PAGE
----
Sermon for the Third Sunday of Easter

Text: Luke 24:13-35
Jesus said to them, "What are you talking about to each other, as you walk along?"
They stood still, with sad faces.
One of them, named Cleopas, asked him, "Are you the only visitor in Jerusalem who doesn't know the things that have been happening there these last few days?"
"What things?" he asked.
"The things that happened to Jesus of Nazareth," they answered. "This man was a prophet and was considered by God and by all the people to be powerful in everything he said and did.  Our chief priests and rulers handed him over to be sentenced to death, and he was crucified.  And we had hoped that he would be the one who was going to set Israel free! Besides all that, this is now the third day since it happened". 

Our Emmaus experience

Today’s gospel reading is one of those amazing stories that has lots of detail and gets us in. We feel the sadness and confusion of the two men and we wonder how it is that they don’t recognise the other man walking with them.

As we listen to the conversation between Jesus and the men on the road to Emmaus we find that these two men have heard and maybe even personally witnessed with their own eyes what had happened to Jesus just a couple of days before when he was cruelly treated, abused and nailed to a cross to die. In fact, they tell the man walking with them all about it not knowing that the man who was listening so intently was the one they were talking about.

They had heard that Jesus had risen from the dead and told Jesus what had happened. "Some of the women of our group surprised us; they went at dawn to the tomb, but could not find his body. They came back saying they had seen a vision of angels who told them that he is alive" (Luke 24:22-23).

They’ve heard all this… but they don’t believe it! It’s as if their sadness and confusion about the events of the past few days has completely blinded them to the possibility that Jesus is the Messiah who had been promised throughout the Old Testament and that it is possible that he has risen from the dead. Their sadness and disillusionment was like a thick fog. All they could see was the mist that hid the beauty of what lay beyond it. They could only see tragedy and disappointment and not see the great thing that God had done for them. They saw hopelessness and loss but not the victory Jesus had achieved for them over sin and death.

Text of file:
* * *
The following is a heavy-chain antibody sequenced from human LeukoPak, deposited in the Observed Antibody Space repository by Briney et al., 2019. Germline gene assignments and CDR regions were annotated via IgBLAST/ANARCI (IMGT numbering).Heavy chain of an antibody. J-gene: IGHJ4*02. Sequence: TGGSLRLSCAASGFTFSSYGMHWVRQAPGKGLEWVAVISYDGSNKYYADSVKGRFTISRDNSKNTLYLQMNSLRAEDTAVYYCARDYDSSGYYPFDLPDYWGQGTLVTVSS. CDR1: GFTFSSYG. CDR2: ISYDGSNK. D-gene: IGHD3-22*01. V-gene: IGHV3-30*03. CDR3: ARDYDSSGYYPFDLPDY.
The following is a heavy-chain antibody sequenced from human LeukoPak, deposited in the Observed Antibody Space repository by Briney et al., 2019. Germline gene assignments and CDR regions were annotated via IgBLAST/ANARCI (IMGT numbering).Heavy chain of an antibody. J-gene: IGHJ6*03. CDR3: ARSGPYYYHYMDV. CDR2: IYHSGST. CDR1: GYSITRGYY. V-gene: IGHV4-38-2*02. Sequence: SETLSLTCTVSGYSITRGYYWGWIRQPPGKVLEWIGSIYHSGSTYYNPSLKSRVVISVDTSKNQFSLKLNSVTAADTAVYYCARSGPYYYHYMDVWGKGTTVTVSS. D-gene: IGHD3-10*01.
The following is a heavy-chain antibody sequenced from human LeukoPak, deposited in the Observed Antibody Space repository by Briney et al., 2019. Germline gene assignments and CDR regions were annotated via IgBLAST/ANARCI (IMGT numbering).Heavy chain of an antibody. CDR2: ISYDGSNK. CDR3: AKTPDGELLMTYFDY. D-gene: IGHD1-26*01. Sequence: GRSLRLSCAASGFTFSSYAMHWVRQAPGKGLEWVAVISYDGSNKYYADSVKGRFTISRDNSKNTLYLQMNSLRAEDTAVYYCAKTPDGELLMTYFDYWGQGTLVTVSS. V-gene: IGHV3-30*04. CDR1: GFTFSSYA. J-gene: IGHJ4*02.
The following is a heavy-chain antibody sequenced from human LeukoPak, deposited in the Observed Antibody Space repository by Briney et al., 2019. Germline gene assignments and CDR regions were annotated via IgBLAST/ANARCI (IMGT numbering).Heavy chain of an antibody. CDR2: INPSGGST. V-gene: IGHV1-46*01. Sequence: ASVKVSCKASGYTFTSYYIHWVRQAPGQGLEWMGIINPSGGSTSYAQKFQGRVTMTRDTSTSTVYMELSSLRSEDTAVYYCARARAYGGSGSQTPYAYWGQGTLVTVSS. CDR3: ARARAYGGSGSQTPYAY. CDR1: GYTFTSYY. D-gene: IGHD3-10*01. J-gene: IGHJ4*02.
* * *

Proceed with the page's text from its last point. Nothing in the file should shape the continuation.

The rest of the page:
Let’s look at what happened that day on the road to Emmaus.
Jesus said to them, "What are you talking about to each other, as you walk along?"
They stood still, with sad faces.
One of them, named Cleopas, asked him, "Are you the only visitor in Jerusalem who doesn't know the things that have been happening there these last few days?"
"What things?" he asked.
"The things that happened to Jesus of Nazareth," they answered. "This man was a prophet and was considered by God and by all the people to be powerful in everything he said and did.  Our chief priests and rulers handed him over to be sentenced to death, and he was crucified.  And we had hoped that he would be the one who was going to set Israel free! Besides all that, this is now the third day since it happened". 

There are three words in that conversation that tell us something about the sadness and disappointment they were feeling. Those three words are - "We had hoped".
"We had such high hopes that Jesus was the one who would set Israel free.
We had such high hopes in what he would do and we trusted and believed with all our hearts that he was the one who would bring about change and would always be here with us to rule us and guide us as a nation.
We had hoped but now that he’s dead those hopes have blown away like the morning mist".